Milton’s much-anticipated musical brings song, dance, and according to director and performing arts faculty member Pam McArdle, “quite a spectacle” to Kellner’s main stage. Pippin, written by Stephen Schwartz in 1972, is loosely based on Pippin the Hunchback, the son of King Charlemagne. The play is set in “780 A.D., or thereabouts” in “The Holy Roman Empire, or thereabouts.”
Home from college and ready to find truth, to discover his calling, Pippin attacks the questions that every young person asks. “What’s great about this play,” says Pam, “is that it could be any time, any place, any person of that age.” In his attempts to find himself, Pippin experiments: he goes to war, gets involved in politics, has an “experience of the flesh.” Finally he meets the lovely, ordinary, widow Catherine, “and that’s all I’ll tell you,” Pam says, not giving anything away.
“Visually the play is very cool: Cirque du Soleil meets Commedia dell’Arte,” Pam says. “The costumes are funky—almost clown-like—and the staging is colorful, yet simple. And it’s all very clever, very tongue-in-cheek. There’s an edge to the way that Schwartz wrote this play, and there are some mature moments, but the cast is enjoying working those out. We’re giving this play the full treatment. I know things are going well when the students leave rehearsals singing the songs.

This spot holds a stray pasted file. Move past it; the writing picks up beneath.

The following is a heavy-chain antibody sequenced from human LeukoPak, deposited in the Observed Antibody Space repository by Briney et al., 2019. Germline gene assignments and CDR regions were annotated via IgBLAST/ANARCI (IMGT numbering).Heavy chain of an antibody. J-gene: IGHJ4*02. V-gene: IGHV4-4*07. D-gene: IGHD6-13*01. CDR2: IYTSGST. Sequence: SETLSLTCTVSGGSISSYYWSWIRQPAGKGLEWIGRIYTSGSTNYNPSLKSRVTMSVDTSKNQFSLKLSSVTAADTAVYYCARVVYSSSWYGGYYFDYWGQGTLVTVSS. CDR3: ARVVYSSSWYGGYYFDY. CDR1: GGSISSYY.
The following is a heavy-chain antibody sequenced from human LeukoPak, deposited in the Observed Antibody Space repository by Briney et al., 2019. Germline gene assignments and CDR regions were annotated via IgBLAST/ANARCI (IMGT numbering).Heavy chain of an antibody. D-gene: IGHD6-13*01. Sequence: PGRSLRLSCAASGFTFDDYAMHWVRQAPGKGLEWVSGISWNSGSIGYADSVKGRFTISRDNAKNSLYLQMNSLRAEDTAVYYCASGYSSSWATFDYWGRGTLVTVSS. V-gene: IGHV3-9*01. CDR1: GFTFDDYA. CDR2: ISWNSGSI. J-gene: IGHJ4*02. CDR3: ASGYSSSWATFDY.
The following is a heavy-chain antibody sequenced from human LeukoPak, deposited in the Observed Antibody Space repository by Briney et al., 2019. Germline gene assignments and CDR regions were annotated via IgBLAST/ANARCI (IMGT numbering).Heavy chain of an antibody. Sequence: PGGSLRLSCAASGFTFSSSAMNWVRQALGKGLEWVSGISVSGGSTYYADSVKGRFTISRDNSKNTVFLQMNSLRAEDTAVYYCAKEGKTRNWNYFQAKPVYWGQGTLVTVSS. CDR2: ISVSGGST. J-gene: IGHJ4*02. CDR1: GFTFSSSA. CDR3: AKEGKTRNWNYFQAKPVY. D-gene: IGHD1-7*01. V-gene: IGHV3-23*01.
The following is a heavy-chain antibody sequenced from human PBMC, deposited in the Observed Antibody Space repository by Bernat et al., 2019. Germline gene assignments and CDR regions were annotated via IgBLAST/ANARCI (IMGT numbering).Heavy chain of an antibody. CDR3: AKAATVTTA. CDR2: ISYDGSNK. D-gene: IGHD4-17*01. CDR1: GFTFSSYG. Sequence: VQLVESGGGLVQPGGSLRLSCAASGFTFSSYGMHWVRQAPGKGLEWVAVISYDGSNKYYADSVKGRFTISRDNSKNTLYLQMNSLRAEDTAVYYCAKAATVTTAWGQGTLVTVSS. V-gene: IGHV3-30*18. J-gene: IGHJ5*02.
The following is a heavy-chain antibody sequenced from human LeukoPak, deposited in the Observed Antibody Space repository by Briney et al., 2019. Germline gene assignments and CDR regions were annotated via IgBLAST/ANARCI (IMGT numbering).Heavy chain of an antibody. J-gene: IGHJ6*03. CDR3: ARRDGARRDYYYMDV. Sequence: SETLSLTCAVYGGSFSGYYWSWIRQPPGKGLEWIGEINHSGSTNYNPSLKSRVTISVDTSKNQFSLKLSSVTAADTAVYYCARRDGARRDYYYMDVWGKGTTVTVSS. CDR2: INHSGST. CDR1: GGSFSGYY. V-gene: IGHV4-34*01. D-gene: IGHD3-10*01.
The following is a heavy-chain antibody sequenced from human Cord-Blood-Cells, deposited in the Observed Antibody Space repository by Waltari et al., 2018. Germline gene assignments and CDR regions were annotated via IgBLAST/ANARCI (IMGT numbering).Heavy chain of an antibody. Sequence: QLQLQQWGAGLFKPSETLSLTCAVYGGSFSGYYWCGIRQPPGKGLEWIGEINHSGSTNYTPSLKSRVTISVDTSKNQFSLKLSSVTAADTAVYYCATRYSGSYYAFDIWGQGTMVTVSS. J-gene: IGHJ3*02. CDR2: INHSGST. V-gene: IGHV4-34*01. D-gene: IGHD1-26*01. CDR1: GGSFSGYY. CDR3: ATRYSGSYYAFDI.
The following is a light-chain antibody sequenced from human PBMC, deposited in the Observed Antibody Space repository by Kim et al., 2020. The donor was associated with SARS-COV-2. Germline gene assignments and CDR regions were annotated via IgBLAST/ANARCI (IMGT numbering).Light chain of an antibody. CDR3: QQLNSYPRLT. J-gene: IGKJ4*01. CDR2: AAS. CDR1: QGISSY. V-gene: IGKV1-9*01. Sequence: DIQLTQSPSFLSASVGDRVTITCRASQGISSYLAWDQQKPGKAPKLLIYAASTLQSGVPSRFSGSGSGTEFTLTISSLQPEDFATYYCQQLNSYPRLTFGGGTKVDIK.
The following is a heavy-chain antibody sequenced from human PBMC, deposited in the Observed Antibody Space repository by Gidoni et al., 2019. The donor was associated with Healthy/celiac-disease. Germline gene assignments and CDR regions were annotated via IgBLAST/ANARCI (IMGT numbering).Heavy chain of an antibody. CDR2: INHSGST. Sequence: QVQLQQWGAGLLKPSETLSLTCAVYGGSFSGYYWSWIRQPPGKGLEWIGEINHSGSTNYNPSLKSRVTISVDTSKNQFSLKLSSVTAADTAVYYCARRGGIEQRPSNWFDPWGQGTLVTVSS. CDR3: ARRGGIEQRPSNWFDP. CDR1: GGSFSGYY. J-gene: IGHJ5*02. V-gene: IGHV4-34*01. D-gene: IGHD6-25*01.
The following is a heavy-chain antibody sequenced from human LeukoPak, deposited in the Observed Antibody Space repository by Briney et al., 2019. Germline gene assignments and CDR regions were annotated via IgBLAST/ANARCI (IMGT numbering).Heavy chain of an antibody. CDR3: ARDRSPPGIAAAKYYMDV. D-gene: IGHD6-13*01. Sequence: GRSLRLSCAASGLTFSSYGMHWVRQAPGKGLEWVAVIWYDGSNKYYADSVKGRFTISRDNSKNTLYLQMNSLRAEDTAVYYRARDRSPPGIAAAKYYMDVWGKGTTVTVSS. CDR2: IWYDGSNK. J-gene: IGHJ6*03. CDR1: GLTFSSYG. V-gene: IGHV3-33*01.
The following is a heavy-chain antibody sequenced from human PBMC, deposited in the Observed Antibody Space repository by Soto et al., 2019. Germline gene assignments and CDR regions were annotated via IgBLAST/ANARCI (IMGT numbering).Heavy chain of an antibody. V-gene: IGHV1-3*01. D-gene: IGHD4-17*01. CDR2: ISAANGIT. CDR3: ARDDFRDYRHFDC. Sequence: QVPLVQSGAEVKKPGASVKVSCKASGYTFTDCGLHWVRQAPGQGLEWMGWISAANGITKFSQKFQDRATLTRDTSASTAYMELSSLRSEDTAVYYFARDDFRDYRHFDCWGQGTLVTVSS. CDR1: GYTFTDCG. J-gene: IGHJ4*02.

“The choreography for Pippin is what put Bob Fosse on the map. The students, in working with Kelli [Edwards, Milton’s dance teacher], are learning about new choreography, new terminology. Fosse’s particular style includes a lot of interesting, isolated movements. Vaudeville, minstrel, jazz, ballet, cakewalks and soft shoes are part of the choreography. The music, which Ted Whalen [of the music department] is doing, is very ’70s—lots of rock and guitar. This huge musical is the largest one we’ve staged in awhile; 40 students are in the cast, and the whole thing is a play within a play. The lead performer is also the narrator; in the opening number, ‘Magic to Do,’ he invites the audience into the play saying, “Come on in, join us for awhile.” The fourth wall is always being broken down, with the lead performer asking the audience things like, ‘Can you believe this?’” As the opening number says, “Leave your fields to flower, Leave your cheese to sour, Come and waste an hour or two…”
Join the cast, crew and theatergoers in Ruth King Theatre for Milton’s production of Pippin on Thursday, November 20 and Friday, November 21 at 7:30 p.m. and on Saturday, November 22 at 7 p.m.